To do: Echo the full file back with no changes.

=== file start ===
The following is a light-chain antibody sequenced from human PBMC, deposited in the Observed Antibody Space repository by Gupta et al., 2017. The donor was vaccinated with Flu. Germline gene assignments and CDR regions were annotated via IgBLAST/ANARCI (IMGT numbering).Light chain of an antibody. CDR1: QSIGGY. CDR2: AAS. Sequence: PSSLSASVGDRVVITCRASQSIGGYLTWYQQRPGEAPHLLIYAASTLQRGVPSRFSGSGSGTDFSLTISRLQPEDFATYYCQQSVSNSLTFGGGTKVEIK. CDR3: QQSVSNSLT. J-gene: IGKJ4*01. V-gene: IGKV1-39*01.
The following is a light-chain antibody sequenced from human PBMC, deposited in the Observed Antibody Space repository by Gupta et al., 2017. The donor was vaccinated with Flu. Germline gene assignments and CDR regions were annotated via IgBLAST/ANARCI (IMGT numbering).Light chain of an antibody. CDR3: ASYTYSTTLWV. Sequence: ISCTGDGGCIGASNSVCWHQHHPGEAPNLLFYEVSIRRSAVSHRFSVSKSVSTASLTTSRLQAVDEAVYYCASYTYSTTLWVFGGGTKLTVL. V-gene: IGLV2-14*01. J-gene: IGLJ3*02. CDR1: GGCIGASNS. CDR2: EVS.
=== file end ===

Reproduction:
The following is a light-chain antibody sequenced from human PBMC, deposited in the Observed Antibody Space repository by Gupta et al., 2017. The donor was vaccinated with Flu. Germline gene assignments and CDR regions were annotated via IgBLAST/ANARCI (IMGT numbering).Light chain of an antibody. CDR1: QSIGGY. CDR2: AAS. Sequence: PSSLSASVGDRVVITCRASQSIGGYLTWYQQRPGEAPHLLIYAASTLQRGVPSRFSGSGSGTDFSLTISRLQPEDFATYYCQQSVSNSLTFGGGTKVEIK. CDR3: QQSVSNSLT. J-gene: IGKJ4*01. V-gene: IGKV1-39*01.
The following is a light-chain antibody sequenced from human PBMC, deposited in the Observed Antibody Space repository by Gupta et al., 2017. The donor was vaccinated with Flu. Germline gene assignments and CDR regions were annotated via IgBLAST/ANARCI (IMGT numbering).Light chain of an antibody. CDR3: ASYTYSTTLWV. Sequence: ISCTGDGGCIGASNSVCWHQHHPGEAPNLLFYEVSIRRSAVSHRFSVSKSVSTASLTTSRLQAVDEAVYYCASYTYSTTLWVFGGGTKLTVL. V-gene: IGLV2-14*01. J-gene: IGLJ3*02. CDR1: GGCIGASNS. CDR2: EVS.